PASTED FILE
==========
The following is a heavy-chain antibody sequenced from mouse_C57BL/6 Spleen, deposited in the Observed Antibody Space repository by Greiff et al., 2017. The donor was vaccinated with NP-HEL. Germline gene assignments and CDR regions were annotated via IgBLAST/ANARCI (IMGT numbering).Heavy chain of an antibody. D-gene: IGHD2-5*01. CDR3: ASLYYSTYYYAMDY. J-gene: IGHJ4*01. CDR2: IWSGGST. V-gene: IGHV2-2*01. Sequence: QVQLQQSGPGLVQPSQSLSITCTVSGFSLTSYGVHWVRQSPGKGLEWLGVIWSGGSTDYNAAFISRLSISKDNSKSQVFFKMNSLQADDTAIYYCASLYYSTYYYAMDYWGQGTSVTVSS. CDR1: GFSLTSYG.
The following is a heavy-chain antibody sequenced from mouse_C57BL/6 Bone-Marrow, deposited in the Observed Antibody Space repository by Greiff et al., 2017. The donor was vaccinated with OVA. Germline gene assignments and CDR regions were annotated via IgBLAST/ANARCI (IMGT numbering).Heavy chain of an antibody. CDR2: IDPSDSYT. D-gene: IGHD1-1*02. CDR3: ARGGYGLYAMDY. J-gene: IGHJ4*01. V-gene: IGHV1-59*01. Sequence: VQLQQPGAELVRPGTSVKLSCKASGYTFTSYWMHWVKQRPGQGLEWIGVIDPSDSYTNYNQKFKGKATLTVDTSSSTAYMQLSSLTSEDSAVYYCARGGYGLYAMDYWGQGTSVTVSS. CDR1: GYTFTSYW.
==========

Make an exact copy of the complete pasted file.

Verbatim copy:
The following is a heavy-chain antibody sequenced from mouse_C57BL/6 Spleen, deposited in the Observed Antibody Space repository by Greiff et al., 2017. The donor was vaccinated with NP-HEL. Germline gene assignments and CDR regions were annotated via IgBLAST/ANARCI (IMGT numbering).Heavy chain of an antibody. D-gene: IGHD2-5*01. CDR3: ASLYYSTYYYAMDY. J-gene: IGHJ4*01. CDR2: IWSGGST. V-gene: IGHV2-2*01. Sequence: QVQLQQSGPGLVQPSQSLSITCTVSGFSLTSYGVHWVRQSPGKGLEWLGVIWSGGSTDYNAAFISRLSISKDNSKSQVFFKMNSLQADDTAIYYCASLYYSTYYYAMDYWGQGTSVTVSS. CDR1: GFSLTSYG.
The following is a heavy-chain antibody sequenced from mouse_C57BL/6 Bone-Marrow, deposited in the Observed Antibody Space repository by Greiff et al., 2017. The donor was vaccinated with OVA. Germline gene assignments and CDR regions were annotated via IgBLAST/ANARCI (IMGT numbering).Heavy chain of an antibody. CDR2: IDPSDSYT. D-gene: IGHD1-1*02. CDR3: ARGGYGLYAMDY. J-gene: IGHJ4*01. V-gene: IGHV1-59*01. Sequence: VQLQQPGAELVRPGTSVKLSCKASGYTFTSYWMHWVKQRPGQGLEWIGVIDPSDSYTNYNQKFKGKATLTVDTSSSTAYMQLSSLTSEDSAVYYCARGGYGLYAMDYWGQGTSVTVSS. CDR1: GYTFTSYW.